A reflection on the power of UX

“The user is not like you.”

This is an essential mantra when designing user experience (UX) for technology-based tools, marketing strategies, and information retrieval systems. As students of information management, my iSchool cohort members and I have had to unlearn our own instincts for the purpose of better listening to users. Unless we do so, any new system or tool we design may not add sufficient value for the intended users.

In an important contribution to thinking about UX strategy, Samantha Starmer (a lecturer at the UW iSchool and senior manager at REI for information architecture and customer experience) has Tweetedblogged, and presented about offering a holistic user experience. Since an enterprise may reach users through online, mobile, and in-person delivery systems, Ms. Starmer urges designers to think about all of the touch points in user experience. From my own experience, and from what I have so far learned about content strategy and UX, the standard processes for configuring a comprehensive UX strategy include:

  • Understanding the enterprise business model and customer service objectives;
  • Discovering how users find and interact with existing services (each platform is different!);
  • Formulating and delivering a consistent message and level of service for each platform;
  • Analyzing transaction data to grasp weak points in each delivery model.

Coupling good UX with a strong service model can lead to an undeniably powerful experience: I was fascinated by a friend’s blog post to this effect. My friend, Mary, works at a community library to assist job seekers in the Boston area. She spends a great deal of time helping people with online job applications, most often for entry-level positions. Many of the people Mary assists are not native English speakers and few have advanced computer skills. One of her recent blog entries told the story of an online application that was more user-friendly than any she had previously encountered (I would encourage reading the entire post here).

In purely heuristic terms, Mary liked the plain language of the application questions. In addition, she appreciated the feedback from the system, informing the job applicant how much further he had to go with the questions. Small details – an encouraging system-generated message, a friendly take on the drudgery that is an online form – inspired Mary to deem the experience “thoughtful, humane, [and] generous.” These are impressive adjectives. They are also a compelling reminder that designing and implementing UX strategies successfully can garner the trust, and even loyalty, of target users.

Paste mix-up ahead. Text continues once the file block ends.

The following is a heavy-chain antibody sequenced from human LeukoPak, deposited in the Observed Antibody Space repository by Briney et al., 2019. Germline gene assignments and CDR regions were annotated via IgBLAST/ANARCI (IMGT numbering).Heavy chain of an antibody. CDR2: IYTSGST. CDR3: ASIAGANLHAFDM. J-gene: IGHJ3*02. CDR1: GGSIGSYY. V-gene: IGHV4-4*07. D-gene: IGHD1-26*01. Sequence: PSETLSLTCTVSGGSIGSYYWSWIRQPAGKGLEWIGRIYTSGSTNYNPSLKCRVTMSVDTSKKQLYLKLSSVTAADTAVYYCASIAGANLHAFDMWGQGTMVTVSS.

Given that UX can have such a powerful effect on a user’s perception of an enterprise, I began to wonder whether there are situations in which offering a “humane” experience is more important than others, depending on the enterprise or user task  at hand. Although a seamless, well-executed UX strategy should be the goal of every user interaction tool, the reality is that most service delivery teams are forced to prioritize projects and enhancements based on limited resources.

How should an organization’s management determine its hierarchy of UX needs? And are there customer service situations where UX is more critical than others (such as complaints in service errors or product recalls)? Is UX more critical to certain organizational missions (e.g., disaster relief, child welfare organizations)? I welcome any insights on these questions – or any other thoughts on UX – in the comments.


Security Vs. Usability ?

In the security blogs and conversations I have watched most security people are constantly fighting usability or trying to get people to focus on security rather than usability.  I believe this is idea is holding back security from progressing farther and faster than it could.  This is also stopping some very impressive security controls from being developed and in many cases may stop companies from implementing the necessary security controls.

I was speaking with someone who had recently presented at a security conference.  He told me that there were multiple presentations where the first 5 slides were purely theory and 90% text. In that atmosphere you are going to lose a vast majority of your audience, even if they were originally interested in the project.  In contrast, tonight I was at a Masters Thesis presentation.  These presentations were about things ranging from User Experience, Supply Chain Management, Security and other Information Management topics.  Having previously heard presentations about all of these projects I was amazed at how each project brought it down to the user level and why it was important.  After thinking about it, I realized that is what is missing from Security and Usability.  People spend all their time trying to do more with security or usability at the expense of the other.  I believe that if Security people spent more time thinking about how to make security usable as well as secure companies would buy into security faster than they do now.

While I believe that much of the problem does lie with the security professionals, I also believe that this problem could be made easier if more User Design/User Experience people could help with this problem by actively incorporated security people while designing things.  If security and design work together more you would have better applications/networks and less applications like one I have to use that requires a 21 character password with at least 2 uppercase characters and 2 numbers and 2 non-alphanumeric characters.

As I am not a full-time security person and I don’t pretend to be a User Design/UX person I early await your thoughts.  Do you think that applications, or other computer related things can be made secure and usable or is it a hopeless cause?